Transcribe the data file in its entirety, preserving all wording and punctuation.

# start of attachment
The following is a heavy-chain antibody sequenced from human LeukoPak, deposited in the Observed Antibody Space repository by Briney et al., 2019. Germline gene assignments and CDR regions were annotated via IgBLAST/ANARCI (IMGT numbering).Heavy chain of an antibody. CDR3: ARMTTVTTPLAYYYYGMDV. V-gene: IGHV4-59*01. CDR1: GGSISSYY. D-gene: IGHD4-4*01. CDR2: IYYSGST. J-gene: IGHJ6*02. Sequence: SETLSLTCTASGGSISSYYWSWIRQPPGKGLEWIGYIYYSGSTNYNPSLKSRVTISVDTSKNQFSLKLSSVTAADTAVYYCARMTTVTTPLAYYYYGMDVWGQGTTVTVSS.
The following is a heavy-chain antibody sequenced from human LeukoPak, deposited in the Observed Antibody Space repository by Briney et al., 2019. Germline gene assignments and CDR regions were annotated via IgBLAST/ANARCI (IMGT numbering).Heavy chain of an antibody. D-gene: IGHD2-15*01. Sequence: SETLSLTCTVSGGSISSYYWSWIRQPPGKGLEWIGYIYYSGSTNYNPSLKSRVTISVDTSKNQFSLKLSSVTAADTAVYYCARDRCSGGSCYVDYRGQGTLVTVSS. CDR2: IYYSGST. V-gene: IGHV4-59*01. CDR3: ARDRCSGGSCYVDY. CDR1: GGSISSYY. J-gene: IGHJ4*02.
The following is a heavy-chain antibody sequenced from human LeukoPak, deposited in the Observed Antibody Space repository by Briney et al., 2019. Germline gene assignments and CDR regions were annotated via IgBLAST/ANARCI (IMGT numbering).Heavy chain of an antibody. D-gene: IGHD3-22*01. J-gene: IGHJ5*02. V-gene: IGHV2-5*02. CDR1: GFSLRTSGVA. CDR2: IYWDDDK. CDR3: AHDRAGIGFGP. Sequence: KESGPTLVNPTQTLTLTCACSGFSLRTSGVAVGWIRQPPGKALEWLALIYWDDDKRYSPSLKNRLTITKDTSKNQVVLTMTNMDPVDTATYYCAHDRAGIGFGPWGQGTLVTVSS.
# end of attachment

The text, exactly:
The following is a heavy-chain antibody sequenced from human LeukoPak, deposited in the Observed Antibody Space repository by Briney et al., 2019. Germline gene assignments and CDR regions were annotated via IgBLAST/ANARCI (IMGT numbering).Heavy chain of an antibody. CDR3: ARMTTVTTPLAYYYYGMDV. V-gene: IGHV4-59*01. CDR1: GGSISSYY. D-gene: IGHD4-4*01. CDR2: IYYSGST. J-gene: IGHJ6*02. Sequence: SETLSLTCTASGGSISSYYWSWIRQPPGKGLEWIGYIYYSGSTNYNPSLKSRVTISVDTSKNQFSLKLSSVTAADTAVYYCARMTTVTTPLAYYYYGMDVWGQGTTVTVSS.
The following is a heavy-chain antibody sequenced from human LeukoPak, deposited in the Observed Antibody Space repository by Briney et al., 2019. Germline gene assignments and CDR regions were annotated via IgBLAST/ANARCI (IMGT numbering).Heavy chain of an antibody. D-gene: IGHD2-15*01. Sequence: SETLSLTCTVSGGSISSYYWSWIRQPPGKGLEWIGYIYYSGSTNYNPSLKSRVTISVDTSKNQFSLKLSSVTAADTAVYYCARDRCSGGSCYVDYRGQGTLVTVSS. CDR2: IYYSGST. V-gene: IGHV4-59*01. CDR3: ARDRCSGGSCYVDY. CDR1: GGSISSYY. J-gene: IGHJ4*02.
The following is a heavy-chain antibody sequenced from human LeukoPak, deposited in the Observed Antibody Space repository by Briney et al., 2019. Germline gene assignments and CDR regions were annotated via IgBLAST/ANARCI (IMGT numbering).Heavy chain of an antibody. D-gene: IGHD3-22*01. J-gene: IGHJ5*02. V-gene: IGHV2-5*02. CDR1: GFSLRTSGVA. CDR2: IYWDDDK. CDR3: AHDRAGIGFGP. Sequence: KESGPTLVNPTQTLTLTCACSGFSLRTSGVAVGWIRQPPGKALEWLALIYWDDDKRYSPSLKNRLTITKDTSKNQVVLTMTNMDPVDTATYYCAHDRAGIGFGPWGQGTLVTVSS.